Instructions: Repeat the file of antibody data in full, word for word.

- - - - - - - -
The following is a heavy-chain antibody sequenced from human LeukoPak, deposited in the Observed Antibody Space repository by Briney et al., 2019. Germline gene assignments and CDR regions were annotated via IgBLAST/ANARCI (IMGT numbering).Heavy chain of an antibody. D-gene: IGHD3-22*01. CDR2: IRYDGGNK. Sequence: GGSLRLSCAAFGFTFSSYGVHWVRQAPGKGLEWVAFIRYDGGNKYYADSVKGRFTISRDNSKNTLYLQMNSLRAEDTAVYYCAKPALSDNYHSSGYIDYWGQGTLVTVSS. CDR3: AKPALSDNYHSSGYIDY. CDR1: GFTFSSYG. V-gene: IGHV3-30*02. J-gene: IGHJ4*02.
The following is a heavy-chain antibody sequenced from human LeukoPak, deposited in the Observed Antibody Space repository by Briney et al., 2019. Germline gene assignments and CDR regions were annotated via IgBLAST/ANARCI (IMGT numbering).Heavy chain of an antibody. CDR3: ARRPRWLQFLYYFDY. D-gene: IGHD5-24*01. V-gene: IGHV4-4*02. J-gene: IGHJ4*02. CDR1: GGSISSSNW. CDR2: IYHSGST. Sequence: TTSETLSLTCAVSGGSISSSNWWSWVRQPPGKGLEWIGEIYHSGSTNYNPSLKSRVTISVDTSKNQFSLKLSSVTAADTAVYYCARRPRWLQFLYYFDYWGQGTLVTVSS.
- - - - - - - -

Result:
The following is a heavy-chain antibody sequenced from human LeukoPak, deposited in the Observed Antibody Space repository by Briney et al., 2019. Germline gene assignments and CDR regions were annotated via IgBLAST/ANARCI (IMGT numbering).Heavy chain of an antibody. D-gene: IGHD3-22*01. CDR2: IRYDGGNK. Sequence: GGSLRLSCAAFGFTFSSYGVHWVRQAPGKGLEWVAFIRYDGGNKYYADSVKGRFTISRDNSKNTLYLQMNSLRAEDTAVYYCAKPALSDNYHSSGYIDYWGQGTLVTVSS. CDR3: AKPALSDNYHSSGYIDY. CDR1: GFTFSSYG. V-gene: IGHV3-30*02. J-gene: IGHJ4*02.
The following is a heavy-chain antibody sequenced from human LeukoPak, deposited in the Observed Antibody Space repository by Briney et al., 2019. Germline gene assignments and CDR regions were annotated via IgBLAST/ANARCI (IMGT numbering).Heavy chain of an antibody. CDR3: ARRPRWLQFLYYFDY. D-gene: IGHD5-24*01. V-gene: IGHV4-4*02. J-gene: IGHJ4*02. CDR1: GGSISSSNW. CDR2: IYHSGST. Sequence: TTSETLSLTCAVSGGSISSSNWWSWVRQPPGKGLEWIGEIYHSGSTNYNPSLKSRVTISVDTSKNQFSLKLSSVTAADTAVYYCARRPRWLQFLYYFDYWGQGTLVTVSS.